TOILET ROOMS -- While “potty parity” laws dictate the equal or equitable provision of toilets for women and men within public and commercial spaces, the American Rest Room Association recommends a greater number of toilets for women as the number of people on a given floor grows.



Building typologies-- Cultural factors have a significant impact on the layout and design of skyscraper floors, and hence on a building’s ultimate appearance. As a result, significant differences in the typical size and shape of buildings can be found around the world.



UNITED STATES--In the United States, a tradition of relatively short commercial leases (often 15 years) results in emphasis being placed on the flexibility of floor plate design. Mechanical ventilation is expected to be provided, as is redundancy of power and telecom systems, so the amount of space given over to mechanical space on each floor can be significant.

EUROPE--Continental Europe still relies heavily on natural ventilation rather than air-conditioning—in part because of the milder summers. Office workers in the European Community have a right to work within 25 feet (eight meters) of natural light, so floor plates tend to be smaller and towers more slender. This shape is conducive to private offices, which are more prevalent than they are in the United States.

ASIA--In Japan, skyscrapers are often more bulky than those in the United States. This is largely due to the value placed on structural strength and the assumption that wider buildings will perform better in earthquakes than thinner ones. Contractors play a larger role in determining the design of a building than they do in the United States or Europe, further contributing to this emphasis on structural integrity.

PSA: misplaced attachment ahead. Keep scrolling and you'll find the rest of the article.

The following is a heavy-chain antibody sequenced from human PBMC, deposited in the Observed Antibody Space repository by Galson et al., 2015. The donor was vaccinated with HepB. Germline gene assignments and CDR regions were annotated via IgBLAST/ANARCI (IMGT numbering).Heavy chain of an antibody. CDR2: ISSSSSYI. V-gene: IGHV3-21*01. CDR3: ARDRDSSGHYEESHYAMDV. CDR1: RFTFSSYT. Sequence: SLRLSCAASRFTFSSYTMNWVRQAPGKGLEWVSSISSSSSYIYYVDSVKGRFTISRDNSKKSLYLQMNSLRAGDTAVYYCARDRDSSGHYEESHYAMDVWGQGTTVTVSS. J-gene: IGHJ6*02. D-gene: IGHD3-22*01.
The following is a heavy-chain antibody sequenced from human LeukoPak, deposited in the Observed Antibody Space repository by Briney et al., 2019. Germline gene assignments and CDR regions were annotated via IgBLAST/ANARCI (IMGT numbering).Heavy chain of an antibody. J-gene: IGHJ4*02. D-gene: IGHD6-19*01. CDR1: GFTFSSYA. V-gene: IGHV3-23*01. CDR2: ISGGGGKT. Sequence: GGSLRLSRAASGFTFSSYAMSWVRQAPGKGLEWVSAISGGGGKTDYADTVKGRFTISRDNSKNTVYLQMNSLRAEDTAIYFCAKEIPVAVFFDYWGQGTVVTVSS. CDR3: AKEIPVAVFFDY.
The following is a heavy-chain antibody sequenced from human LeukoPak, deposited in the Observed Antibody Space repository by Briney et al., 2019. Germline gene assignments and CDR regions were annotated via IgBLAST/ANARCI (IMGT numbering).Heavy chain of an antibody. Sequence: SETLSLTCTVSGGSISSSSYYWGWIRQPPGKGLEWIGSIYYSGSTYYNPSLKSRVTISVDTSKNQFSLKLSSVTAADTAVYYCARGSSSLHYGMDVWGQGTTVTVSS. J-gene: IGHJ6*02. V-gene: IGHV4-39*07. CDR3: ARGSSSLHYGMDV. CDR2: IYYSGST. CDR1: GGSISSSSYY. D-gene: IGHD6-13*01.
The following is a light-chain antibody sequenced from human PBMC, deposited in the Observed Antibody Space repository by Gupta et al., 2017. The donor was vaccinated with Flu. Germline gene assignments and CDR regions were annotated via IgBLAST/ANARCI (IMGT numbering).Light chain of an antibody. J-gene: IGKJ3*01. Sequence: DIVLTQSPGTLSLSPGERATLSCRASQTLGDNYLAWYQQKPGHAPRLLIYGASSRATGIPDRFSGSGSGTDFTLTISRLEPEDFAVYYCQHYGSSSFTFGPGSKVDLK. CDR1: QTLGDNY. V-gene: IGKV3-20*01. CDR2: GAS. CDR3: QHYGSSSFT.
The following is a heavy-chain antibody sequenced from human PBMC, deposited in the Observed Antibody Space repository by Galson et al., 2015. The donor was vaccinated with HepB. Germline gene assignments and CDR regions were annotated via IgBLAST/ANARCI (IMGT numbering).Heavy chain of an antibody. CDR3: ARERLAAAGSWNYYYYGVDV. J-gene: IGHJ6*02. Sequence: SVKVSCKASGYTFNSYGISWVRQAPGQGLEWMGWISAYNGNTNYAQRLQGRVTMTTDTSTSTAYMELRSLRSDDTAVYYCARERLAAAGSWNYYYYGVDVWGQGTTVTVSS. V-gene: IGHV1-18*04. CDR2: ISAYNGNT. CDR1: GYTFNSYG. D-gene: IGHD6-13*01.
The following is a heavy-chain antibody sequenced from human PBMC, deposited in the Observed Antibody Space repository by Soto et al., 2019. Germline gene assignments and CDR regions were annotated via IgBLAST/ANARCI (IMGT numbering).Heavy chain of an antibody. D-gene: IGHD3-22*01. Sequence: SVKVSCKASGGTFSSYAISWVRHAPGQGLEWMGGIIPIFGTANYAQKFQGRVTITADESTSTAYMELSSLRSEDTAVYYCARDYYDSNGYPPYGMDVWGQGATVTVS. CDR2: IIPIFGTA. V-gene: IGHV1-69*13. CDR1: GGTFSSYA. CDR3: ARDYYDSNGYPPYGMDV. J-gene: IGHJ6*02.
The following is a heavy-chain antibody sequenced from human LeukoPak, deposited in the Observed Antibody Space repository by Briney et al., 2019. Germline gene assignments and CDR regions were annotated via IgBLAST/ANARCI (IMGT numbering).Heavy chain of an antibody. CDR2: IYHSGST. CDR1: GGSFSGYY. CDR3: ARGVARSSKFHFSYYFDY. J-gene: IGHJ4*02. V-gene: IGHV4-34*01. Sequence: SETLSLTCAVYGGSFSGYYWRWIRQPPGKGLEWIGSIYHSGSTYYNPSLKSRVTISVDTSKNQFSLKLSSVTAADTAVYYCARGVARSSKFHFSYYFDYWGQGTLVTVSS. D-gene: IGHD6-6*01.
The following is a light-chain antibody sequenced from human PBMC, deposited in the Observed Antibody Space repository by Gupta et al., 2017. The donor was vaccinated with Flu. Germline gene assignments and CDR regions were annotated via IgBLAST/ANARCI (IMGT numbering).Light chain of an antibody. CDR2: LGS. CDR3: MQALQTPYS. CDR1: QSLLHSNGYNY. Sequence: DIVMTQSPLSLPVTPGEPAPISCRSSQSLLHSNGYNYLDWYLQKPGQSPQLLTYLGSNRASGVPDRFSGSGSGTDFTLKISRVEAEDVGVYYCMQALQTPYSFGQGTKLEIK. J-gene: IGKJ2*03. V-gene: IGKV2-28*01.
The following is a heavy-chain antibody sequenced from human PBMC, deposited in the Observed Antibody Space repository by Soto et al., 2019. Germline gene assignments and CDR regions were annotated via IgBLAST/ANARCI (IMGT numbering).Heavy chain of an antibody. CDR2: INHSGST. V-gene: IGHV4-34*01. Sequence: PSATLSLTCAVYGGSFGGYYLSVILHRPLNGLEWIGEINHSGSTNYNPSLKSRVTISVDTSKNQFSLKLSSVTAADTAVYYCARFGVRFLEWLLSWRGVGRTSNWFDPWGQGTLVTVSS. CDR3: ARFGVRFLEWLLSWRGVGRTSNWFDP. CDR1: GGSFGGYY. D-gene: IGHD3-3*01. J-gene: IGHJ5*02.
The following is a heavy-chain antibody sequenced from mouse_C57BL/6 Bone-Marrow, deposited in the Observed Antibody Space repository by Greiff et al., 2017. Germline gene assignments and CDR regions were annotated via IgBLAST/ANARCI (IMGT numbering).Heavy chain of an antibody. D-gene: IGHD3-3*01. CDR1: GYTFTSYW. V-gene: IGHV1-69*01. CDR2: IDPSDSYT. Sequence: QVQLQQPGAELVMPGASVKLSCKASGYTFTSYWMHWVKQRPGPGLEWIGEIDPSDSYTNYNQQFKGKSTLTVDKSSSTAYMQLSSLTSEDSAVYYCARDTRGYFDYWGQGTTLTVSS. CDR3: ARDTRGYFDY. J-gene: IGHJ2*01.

Test fit -- Most commercial spaces are offered by landlords as "core and shell," with few finishes to the space other than common areas. Prior to renting a space, most commercial tenants will hire an architect to develop a "test fit" to determine whether the space suits their operational needs.

The way tenants use a space can vary dramatically. Law firms typically tend to favor exterior offices, whereas many media and design firms favor open, collaborative spaces. Financial service firms may require large, open trading floors to accommodate several hundred traders.








Gone are the days when companies could afford to build skyscrapers simply to market their image or brand. Today, with very few exceptions, skyscrapers are built to make money. A corporate headquarters building must prove itself cheaper than the cost of renting space elsewhere—and those that do will typically not be built by the corporation itself but by developers with expertise in managing the complex process of development.

Before any skyscraper is built, a developer’s architect will complete a stacking diagram, which identifies the amount of floor area on each floor and its intended use. Typically, underground areas will be used for parking, storage, and mechanical support. One or two levels at or just above the street will be used for retail, which tends to generate greater revenues than any other ground- level use. The remainder of the tower may be devoted solely to commercial offices or developed as a hotel or residential property, with units to be sold or rented. In some cases, skyscrapers feature both commercial and residential or hotel uses stacked on top of one another—in what has come to be known as a “mixed-use building?’

The amount of space devoted to mechanical infrastructure ranges widely from building to building. The number and location of mechanical floors is generally determined by the size of the building and the amount and type of services demanded by tenants. It may also be a function of the sophistication of municipal infrastructure, and the need for backup power generation or water supply.